Public Prosecutions before 1879
Before 1879 no single authority was charged with the general supervision of criminal prosecutions. The Home Office gave advice on prosecutions to police forces and magistrates' clerks and gave directions to the Treasury Solicitor to institute proceedings in important cases, notably those involving political crimes. The Treasury Solicitor gradually acquired responsibility for the conduct of prosecutions brought by many other government departments, while the law officers were responsible for legal advice and advocacy in connection with the more important crown cases.
The Attorney General was also able to institute proceedings by means of ex officio informations in Queen's Bench, to take over the conduct of proceedings instituted by a private person and to suspend proceedings by entry of the writ nolle prosequi. Public prosecutors were also employed in certain of the lower courts. Four Treasury counsel were employed by the Treasury Solicitor in the Central Criminal Court. Public prosecutors were also employed by a number of clerks of the peace; and certain large police authorities maintained salaried prosecuting solicitors.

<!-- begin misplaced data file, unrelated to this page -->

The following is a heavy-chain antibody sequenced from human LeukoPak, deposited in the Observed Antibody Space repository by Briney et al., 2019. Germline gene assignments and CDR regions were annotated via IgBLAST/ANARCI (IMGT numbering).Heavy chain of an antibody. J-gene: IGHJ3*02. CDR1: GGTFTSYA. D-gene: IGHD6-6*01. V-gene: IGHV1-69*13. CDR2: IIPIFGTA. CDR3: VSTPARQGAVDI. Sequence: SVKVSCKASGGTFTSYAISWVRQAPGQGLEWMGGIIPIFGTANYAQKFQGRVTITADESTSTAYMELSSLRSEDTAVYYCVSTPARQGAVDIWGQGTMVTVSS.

A series of enquiries into criminal prosecutions in England and Wales, notably by the criminal law commissioners in 1845 and two select committees on public prosecutions, 1854 to 1856, and the advocacy of the system of public prosecutions in Scotland and Ireland led to a series of legislative attempts to introduce such a system in England and Wales. The failure of such bills led to the more limited measure enacted as the Prosecution of Offenders Act 1879.
The Director of Public Prosecutions, 1879-1908
The Office of Director of Public Prosecutions (DPP) was instituted by the Prosecution of Offences Act 1879. The Director was empowered to institute and conduct criminal proceedings prescribed in regulations under the act in cases of importance or difficulty or where the usual course of proceedings was likely to be ineffective, and to give advice and assistance to chief officers of police, clerks to justices and others wishing to institute proceedings. The Director was to act under the superintendence of the Attorney General who was required to draft the regulations, which also required the approval of the Lord Chancellor and a secretary of state and were to be submitted to both Houses of Parliament.